We presented results for spindefects in semiconductors obtained with both classical and quantum algorithms, and we showed excellent agreement between the two sets of techniques. Importantly, for selected cases we showed results obtained using a quantum simulator and a quantum computer, which agree within a relatively small error, in spite of the presence of noise in the quantum hardware. We made several predictions for excited states of SiV in diamond and Cr in SiC, which provide important insights into their full optical cycle. We also demonstrated that a treatment of the dielectric screening beyond the random phase approximation leads to an accurate prediction of excitation energies.
The method proposed in our work enables calculations of realistic, heterogeneous materials using the resources of NISQ computers. We demonstrated quantum simulations of stronglycorrelated electronic states in considerably larger systems (with hundreds of atoms) than previous studies combining quantum simulation and quantum embedding^{19,20,21,22,23}. We have studied solids with defects, not just pristine materials, which are of great interest for quantum technologies. The strategy adopted here is general and may be applied to a variety of problems, including the simulation of active regions in molecules and materials for the understanding and discovery of catalysts and new drugs, and of aqueous solutions containing complex dissolved species. We finally note that our approach is not restricted to stronglycorrelated active regions and will be useful also in the case of weakly correlated systems, where different regions of a material may be treated with varying levels of accuracy. Hence we expect the strategy presented here to be widely applicable to carry out quantum simulations of materials on nearterm quantum computers.
Methods
Density functional theory
All ground state DFT calculations are performed with the Quantum Espresso code^{77} using the planewave pseudopotential formalism. Electronion interactions are modeled with normconserving pseudopotentials from the SG15 library^{78}. A kinetic energy cutoff of 50 Ry is used. All geometries are relaxed with spinunrestricted DFT calculations using the PerdewBurkeErnzerhof (PBE) functional^{79} until forces acting on atoms are smaller than 0.013 eV / Å. NV and SiV in diamond are modeled with 216atom supercells; Cr in 4HSiC is modeled with a 128atom supercell. The Brillouin zone is sampled with the Γ point.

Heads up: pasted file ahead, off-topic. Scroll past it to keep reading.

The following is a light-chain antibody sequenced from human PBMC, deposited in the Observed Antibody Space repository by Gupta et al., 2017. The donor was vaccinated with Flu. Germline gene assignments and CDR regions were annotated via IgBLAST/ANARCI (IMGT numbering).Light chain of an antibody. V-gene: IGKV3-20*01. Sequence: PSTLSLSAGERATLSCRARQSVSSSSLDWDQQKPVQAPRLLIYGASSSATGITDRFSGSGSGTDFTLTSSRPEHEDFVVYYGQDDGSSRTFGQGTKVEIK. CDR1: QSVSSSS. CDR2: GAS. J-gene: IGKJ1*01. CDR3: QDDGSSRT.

Construction of effective Hamiltonians
Construction of effective Hamiltonians is performed with the WEST code^{69}, starting from wavefunctions of spinrestricted DFT calculations. For this step, we remark that the use of hybrid functional is important for an accurate meanfield description of defect levels, even though the geometry of defects are well represented at the PBE level. We used a dielectric dependent hybrid (DDH) functional^{73} which selfconsistently determines the fraction of exact exchange based on the dielectric constant of the host material. In particular, 17.8% and 15.2% of exact exchange were used for the calculations of defects in diamond and 4HSiC, respectively. The DDH functional was shown to yield accurate band gaps of diamond and silicon carbide, as well as optical properties of defects^{41,42,80,81,82}. After hybrid functional solutions of the Kohn–Sham equations are obtained, iterative diagonalizations of χ_{0} are performed, and density response functions and f_{xc} of the system are represented on a basis consisting of the first 512 eigenpotentials of χ_{0}. Finite field calculations of f_{xc} are performed by coupling the WEST code with the Qbox^{83} code. FCI calculations^{84} on the effective Hamiltonian are carried out using the PySCF^{7} code.
Quantum simulations
In order to carry out quantum simulations, a minimum model of the NV center is constructed by applying the embedding theory with a_{1} and e orbitals beyond the RPA.
In PEA simulations, the Jordan–Wigner transformation^{85} is used to map the fermionic effective Hamiltonian to a qubit Hamiltonian, and Pauli operators with prefactors smaller than 10^{−6} a.u. are neglected to reduce the circuit depth, which results in less than 10^{−4} a.u. (0.003 eV) change in eigenvalues. In order to achieve optimal precision, the Hamiltonian is scaled such that 0 and 2.5 eV are mapped to phases ϕ = 0 and ϕ = 1 of the ancilla qubits, respectively. We used the firstorder Trotter formula to split time evolution operators into 4 time slices.